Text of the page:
Impact has become an important part of the investment lexicon for many funds. Doing the right thing, or even doing a good thing is not considered a sufficient return on investment. People want to be able to show that investment has provided a financial return while improving the environment in which that money was invested.
Social housing is an excellent “best of both worlds” example. But there are limits, not least about concentration of risk if you are trying to invest in housing within your local authority, region, or, arguably, country.
But much more could be done, according to the findings of a recent white paper from The Good Economy, The Impact Investing Institute and Pensions for Purpose into place-based impact investing.
Impact investments are made with the intention of yielding suitable long-term, risk-adjusted financial returns as well as delivering a positive impact. Place-based impact investments are made with the intention of yielding suitable long-term, risk-adjusted financial returns as well as positive local impact. This addresses the needs of specific places to enhance local economic resilience, prosperity and sustainable development. It’s a palpable win/win, the report suggests.
Tree hugging that delivers results
The paper says the cost of levelling up will exceed £1 trillion over the next decade and that public investment will need to be matched by private funding. It uses the LGPS’s £326 billion fund as an example, saying that local authority pension funds could be the pioneers of this socially responsible investment by expanding its current 1% investment in ways that directly support local and regional economic development and positive place-based impact up to 5%.
The model from the white paper is for local authority pension funds to lead the charge into a new form of long-term, responsible investment in real assets and the real economy that will satisfy financial and sustainability agendas.
The obstacles are considerable, but Mark Hepworth, a director of The Good Economy and co-author of the report acknowledges that innovation is not easy, particularly in the financial arena, but there are enough who believe that this form of long-term, responsible investing is achievable, and want to do things differently.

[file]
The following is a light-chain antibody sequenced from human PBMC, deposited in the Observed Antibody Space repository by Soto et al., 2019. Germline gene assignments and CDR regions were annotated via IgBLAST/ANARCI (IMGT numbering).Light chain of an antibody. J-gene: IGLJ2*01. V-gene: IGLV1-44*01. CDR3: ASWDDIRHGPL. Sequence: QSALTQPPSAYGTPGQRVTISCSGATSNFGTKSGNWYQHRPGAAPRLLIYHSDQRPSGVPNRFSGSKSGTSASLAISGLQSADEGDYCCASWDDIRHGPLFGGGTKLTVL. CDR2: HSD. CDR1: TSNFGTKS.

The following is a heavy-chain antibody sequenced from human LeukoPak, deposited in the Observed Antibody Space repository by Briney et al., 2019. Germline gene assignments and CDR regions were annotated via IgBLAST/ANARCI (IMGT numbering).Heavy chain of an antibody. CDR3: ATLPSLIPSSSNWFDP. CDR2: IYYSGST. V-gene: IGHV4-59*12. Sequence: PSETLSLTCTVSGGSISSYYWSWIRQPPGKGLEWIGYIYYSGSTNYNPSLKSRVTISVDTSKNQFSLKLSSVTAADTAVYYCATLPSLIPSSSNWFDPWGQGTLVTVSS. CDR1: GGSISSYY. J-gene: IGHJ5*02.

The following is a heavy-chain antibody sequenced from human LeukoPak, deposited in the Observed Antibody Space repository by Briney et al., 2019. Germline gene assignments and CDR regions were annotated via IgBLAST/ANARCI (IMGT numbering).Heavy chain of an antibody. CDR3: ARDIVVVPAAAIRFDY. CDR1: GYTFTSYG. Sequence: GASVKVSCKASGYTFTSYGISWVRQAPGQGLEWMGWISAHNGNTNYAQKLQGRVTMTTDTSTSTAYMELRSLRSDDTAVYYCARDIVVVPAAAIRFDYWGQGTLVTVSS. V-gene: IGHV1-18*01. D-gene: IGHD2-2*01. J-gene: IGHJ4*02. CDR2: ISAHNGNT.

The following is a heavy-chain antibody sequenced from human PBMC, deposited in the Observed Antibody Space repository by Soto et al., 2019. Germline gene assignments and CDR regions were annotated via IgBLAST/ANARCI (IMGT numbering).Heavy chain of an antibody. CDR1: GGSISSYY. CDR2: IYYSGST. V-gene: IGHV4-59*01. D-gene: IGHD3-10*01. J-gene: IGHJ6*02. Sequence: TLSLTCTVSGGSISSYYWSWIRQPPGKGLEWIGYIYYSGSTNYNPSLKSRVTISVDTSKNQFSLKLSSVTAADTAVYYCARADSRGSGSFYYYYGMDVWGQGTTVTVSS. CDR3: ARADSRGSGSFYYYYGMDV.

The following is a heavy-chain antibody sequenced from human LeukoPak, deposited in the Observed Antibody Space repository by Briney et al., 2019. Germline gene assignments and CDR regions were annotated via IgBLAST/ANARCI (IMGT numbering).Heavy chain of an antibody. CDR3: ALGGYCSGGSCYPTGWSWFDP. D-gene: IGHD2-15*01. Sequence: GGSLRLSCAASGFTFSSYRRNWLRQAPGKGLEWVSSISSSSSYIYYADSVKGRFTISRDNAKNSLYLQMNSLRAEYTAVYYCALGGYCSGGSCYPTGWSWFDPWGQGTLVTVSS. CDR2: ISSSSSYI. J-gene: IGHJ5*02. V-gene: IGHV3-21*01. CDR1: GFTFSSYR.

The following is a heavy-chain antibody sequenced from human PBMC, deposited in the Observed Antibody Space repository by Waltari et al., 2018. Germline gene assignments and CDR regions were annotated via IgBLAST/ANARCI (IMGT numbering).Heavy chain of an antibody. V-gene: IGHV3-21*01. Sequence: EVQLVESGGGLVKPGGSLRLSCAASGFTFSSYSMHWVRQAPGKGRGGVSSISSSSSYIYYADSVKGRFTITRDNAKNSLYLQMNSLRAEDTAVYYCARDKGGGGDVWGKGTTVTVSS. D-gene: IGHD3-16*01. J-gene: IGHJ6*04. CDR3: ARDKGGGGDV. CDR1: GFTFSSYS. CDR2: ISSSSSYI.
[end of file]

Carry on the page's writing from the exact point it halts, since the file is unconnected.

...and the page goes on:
“We need to put more pressure on the system, right through the different parts of the value chain, from local government and the institutional investor side, and then the consultants are going to start doing things slightly differently,” says Hepworth. “You can’t keep on hiding behind things like information barriers and costs of due diligence as a way of delivering an automatic ‘computer says no’ response.”
“It will be a slow process, but it needs kick starting. And it needs the likes of us all to say: Hang on a second, we can’t be forever held to ransom by a bunch of consultants.”
The genie is out of the bottle
However uncertain the LGPS may be of the financial risks posed by matters covered by the ESG umbrella, there is no going back.
Governance oversight will dictate that funds identify, monitor and explain their risks. There is no doubt that the social impact of investment is high on LAPF agendas, says Davys. Infrastructure allocations are being increased, and there is a definite preference for renewable infrastructure, where possible.
Environmental issues will continue to be a focus, but they won’t be as dominant in the future, says Karen Shackleton. “Health and wellbeing and the build back better domestic agenda as to how we can get the economy back on its feet, will be important themes.” But the debate is no longer focused on divestment, she continued. That train left the station a long time ago. “To me, divestment is the end point, not the starting point,” she says, “but it does require a new way of thinking. We always advise funds to take a step back and think about this holistically and articulate a sense of their investment beliefs that will drive the investment strategy.”